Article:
It sounds like the print media are preparing to waste hundreds of gallons of ink once again writing about that old convict and rascal Conrad Black.
It seems that an unrelated court ruling in the USA has opened a door to allow him to once again try to appeal, at least a part of his conviction. He is back into the same Chicago court that has twice denied his attempts to appeal in the past. At least he will be spending his own money for a change.
Sucessful or not, I hope that as a convict he is denied entry to Canada. He has done enough harm here already.
Today is the anniversary of the start of the Korean war.
Backed by the USSR and China the North overpower the south and had moved as far as Soeul and beyond by the time the Americans and Commonwealth countries got involved. Canada sent over 26,000 troups and 1,557 of them were killed.
For some reason, in Canada no one really talks much about the Korean War and what ever lessons might have been learned there.
The only reason I remember, I am sure, is that around that time my father was a Sergeant in the army and was a tank mechanic. I was about seven when he shipped out.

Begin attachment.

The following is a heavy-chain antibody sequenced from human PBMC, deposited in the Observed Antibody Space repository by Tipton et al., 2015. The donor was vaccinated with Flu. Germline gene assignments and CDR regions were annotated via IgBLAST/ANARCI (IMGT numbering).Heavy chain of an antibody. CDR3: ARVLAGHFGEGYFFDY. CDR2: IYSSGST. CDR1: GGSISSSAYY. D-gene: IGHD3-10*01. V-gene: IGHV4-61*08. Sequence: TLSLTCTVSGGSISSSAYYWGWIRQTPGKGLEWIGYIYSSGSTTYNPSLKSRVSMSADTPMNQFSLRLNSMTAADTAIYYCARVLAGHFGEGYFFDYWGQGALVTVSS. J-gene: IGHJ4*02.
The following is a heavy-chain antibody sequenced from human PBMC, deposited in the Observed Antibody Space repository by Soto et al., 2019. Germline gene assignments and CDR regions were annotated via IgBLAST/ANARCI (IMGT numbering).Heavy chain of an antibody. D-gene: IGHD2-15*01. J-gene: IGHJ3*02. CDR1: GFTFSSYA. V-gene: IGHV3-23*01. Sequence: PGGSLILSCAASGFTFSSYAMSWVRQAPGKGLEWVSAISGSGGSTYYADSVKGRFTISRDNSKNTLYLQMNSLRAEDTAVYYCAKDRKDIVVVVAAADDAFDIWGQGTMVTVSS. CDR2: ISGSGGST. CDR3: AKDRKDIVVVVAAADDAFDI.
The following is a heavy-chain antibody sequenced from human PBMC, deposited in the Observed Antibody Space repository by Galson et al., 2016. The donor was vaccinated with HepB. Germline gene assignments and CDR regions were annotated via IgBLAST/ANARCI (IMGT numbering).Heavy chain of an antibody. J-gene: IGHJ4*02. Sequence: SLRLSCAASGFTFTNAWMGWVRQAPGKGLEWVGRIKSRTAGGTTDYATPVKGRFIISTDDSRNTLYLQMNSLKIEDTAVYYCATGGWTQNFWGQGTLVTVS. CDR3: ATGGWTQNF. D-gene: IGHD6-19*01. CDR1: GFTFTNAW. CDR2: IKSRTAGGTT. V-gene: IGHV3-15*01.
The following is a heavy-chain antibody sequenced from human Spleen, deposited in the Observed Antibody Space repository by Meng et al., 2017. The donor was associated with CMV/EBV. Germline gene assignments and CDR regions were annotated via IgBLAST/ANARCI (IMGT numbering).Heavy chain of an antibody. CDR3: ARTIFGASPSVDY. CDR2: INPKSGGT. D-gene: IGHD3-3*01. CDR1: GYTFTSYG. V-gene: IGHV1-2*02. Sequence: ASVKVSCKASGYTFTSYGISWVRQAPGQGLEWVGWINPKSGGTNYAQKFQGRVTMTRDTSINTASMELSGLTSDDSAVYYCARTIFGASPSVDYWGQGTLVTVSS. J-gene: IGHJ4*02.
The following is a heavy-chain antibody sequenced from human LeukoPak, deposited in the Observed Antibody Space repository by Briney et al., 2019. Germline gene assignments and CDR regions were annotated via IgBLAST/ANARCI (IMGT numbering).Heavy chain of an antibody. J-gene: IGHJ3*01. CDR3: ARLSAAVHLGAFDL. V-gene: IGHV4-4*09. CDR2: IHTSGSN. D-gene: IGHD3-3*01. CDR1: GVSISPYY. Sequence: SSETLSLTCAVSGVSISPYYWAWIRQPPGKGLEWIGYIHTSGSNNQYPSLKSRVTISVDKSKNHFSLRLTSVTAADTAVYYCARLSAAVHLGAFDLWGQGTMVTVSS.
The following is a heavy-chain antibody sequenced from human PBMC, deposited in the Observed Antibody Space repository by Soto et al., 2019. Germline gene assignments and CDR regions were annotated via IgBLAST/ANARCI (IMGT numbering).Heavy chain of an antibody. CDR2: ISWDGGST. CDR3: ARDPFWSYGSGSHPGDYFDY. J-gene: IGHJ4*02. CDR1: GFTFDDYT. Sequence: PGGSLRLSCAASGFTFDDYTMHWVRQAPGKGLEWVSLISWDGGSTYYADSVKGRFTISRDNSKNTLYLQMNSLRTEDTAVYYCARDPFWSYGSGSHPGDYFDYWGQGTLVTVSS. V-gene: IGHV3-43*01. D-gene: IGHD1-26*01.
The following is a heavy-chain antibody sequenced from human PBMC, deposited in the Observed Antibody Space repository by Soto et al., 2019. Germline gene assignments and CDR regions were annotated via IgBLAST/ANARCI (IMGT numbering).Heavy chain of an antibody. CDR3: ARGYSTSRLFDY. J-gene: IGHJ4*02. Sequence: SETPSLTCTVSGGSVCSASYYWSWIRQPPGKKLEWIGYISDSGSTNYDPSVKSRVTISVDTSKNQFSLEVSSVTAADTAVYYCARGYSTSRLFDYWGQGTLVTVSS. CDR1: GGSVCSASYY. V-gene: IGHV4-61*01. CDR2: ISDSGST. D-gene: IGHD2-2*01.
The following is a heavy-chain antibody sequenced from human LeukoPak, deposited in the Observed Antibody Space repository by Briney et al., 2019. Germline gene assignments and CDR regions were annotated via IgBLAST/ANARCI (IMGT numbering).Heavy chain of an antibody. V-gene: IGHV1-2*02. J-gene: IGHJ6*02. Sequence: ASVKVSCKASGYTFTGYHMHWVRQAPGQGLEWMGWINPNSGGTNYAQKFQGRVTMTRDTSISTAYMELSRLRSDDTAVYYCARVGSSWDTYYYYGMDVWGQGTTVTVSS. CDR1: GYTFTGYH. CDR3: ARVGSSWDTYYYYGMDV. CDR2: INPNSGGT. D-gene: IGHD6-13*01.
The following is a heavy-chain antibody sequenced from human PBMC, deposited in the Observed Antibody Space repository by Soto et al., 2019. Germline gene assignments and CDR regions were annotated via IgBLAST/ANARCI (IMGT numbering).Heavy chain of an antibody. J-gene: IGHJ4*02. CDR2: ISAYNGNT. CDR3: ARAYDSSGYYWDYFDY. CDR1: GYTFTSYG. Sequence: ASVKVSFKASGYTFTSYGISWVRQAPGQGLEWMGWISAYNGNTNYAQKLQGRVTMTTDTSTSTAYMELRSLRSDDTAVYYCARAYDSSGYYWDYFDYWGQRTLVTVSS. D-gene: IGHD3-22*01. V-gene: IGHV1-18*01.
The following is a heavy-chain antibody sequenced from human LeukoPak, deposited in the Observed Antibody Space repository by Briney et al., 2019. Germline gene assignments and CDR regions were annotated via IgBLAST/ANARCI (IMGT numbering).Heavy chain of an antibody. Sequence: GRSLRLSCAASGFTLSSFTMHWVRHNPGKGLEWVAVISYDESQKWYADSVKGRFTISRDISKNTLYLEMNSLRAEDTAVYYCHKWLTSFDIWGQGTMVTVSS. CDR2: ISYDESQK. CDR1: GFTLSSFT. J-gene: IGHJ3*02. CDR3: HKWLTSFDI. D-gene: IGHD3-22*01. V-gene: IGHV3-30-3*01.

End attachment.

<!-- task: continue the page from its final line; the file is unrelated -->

I don't remember much about it to be honest except that;
- we shipped over left over large Christmas candles. They used them to provide light in the shelters they dug into the side of the hills.
- He was in charge of a tank with a crane in the back but no gun on the front
- The tank was called the Contented Cow
- He brought us back really neat silk jackets from Japan and,
- He was a minor celebrity in our small town for a while.
I have been neglecting this blog for a few days with family visits and the fact that I had to sit as a panel member to hear an arbitration case this week. But I'm back.
I love the names brew pubs come up with to name their beer. My favorite brew pub Bushwakker's has, Slough Shark, Sodbuster Brown Ale and my favorite, Mother-in-Law, a blend of stout and bitter.
Earlier this spring they started carrying Trephination Double IPA again, I remember having a conversation about where the name might come from. No one seemed to know. So I looked it up.
The word trephination means an opening made by a circular saw. The word is mainly used to describe an operation which involved removing a piece of the skull from a living patient to expose the tough fibrous membrane forming the outer envelope of the brain.
Generally, it is surmised that, on the living, it was performed to provide for the escape or entrance of spirits.
The practice pretty much disappeared in modern times but sometime in the early '70s (he doesn't remember exactly when), a jeweler from Pennsylvania by the name of Peter Halvorson secured a power drill to his bathroom ceiling and proceeded to perforate his skull. He reported that it took several drill bits. They kept getting clogged with blood and bone. Halvorson stopped when he felt the drill give way and penetrate into the cranial cavity. No report as to why he did it.
I wonder if we really should be drinking this stuff.